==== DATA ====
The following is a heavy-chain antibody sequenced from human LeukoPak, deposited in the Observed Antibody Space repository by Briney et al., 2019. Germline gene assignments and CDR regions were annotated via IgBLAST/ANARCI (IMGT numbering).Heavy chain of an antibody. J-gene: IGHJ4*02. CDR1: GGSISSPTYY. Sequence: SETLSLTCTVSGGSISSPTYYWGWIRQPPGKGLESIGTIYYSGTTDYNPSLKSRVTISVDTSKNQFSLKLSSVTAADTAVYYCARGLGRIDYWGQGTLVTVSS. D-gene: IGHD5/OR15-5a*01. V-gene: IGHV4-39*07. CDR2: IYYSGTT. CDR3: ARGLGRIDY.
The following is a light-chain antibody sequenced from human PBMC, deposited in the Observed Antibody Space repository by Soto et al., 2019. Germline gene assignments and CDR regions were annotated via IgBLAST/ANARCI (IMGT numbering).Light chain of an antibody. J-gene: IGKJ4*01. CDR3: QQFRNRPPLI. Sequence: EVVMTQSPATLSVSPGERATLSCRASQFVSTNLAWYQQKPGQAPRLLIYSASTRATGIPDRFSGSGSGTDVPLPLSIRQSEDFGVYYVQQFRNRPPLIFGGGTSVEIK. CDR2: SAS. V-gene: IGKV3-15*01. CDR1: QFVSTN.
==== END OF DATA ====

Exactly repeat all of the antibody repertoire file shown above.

The following is a heavy-chain antibody sequenced from human LeukoPak, deposited in the Observed Antibody Space repository by Briney et al., 2019. Germline gene assignments and CDR regions were annotated via IgBLAST/ANARCI (IMGT numbering).Heavy chain of an antibody. J-gene: IGHJ4*02. CDR1: GGSISSPTYY. Sequence: SETLSLTCTVSGGSISSPTYYWGWIRQPPGKGLESIGTIYYSGTTDYNPSLKSRVTISVDTSKNQFSLKLSSVTAADTAVYYCARGLGRIDYWGQGTLVTVSS. D-gene: IGHD5/OR15-5a*01. V-gene: IGHV4-39*07. CDR2: IYYSGTT. CDR3: ARGLGRIDY.
The following is a light-chain antibody sequenced from human PBMC, deposited in the Observed Antibody Space repository by Soto et al., 2019. Germline gene assignments and CDR regions were annotated via IgBLAST/ANARCI (IMGT numbering).Light chain of an antibody. J-gene: IGKJ4*01. CDR3: QQFRNRPPLI. Sequence: EVVMTQSPATLSVSPGERATLSCRASQFVSTNLAWYQQKPGQAPRLLIYSASTRATGIPDRFSGSGSGTDVPLPLSIRQSEDFGVYYVQQFRNRPPLIFGGGTSVEIK. CDR2: SAS. V-gene: IGKV3-15*01. CDR1: QFVSTN.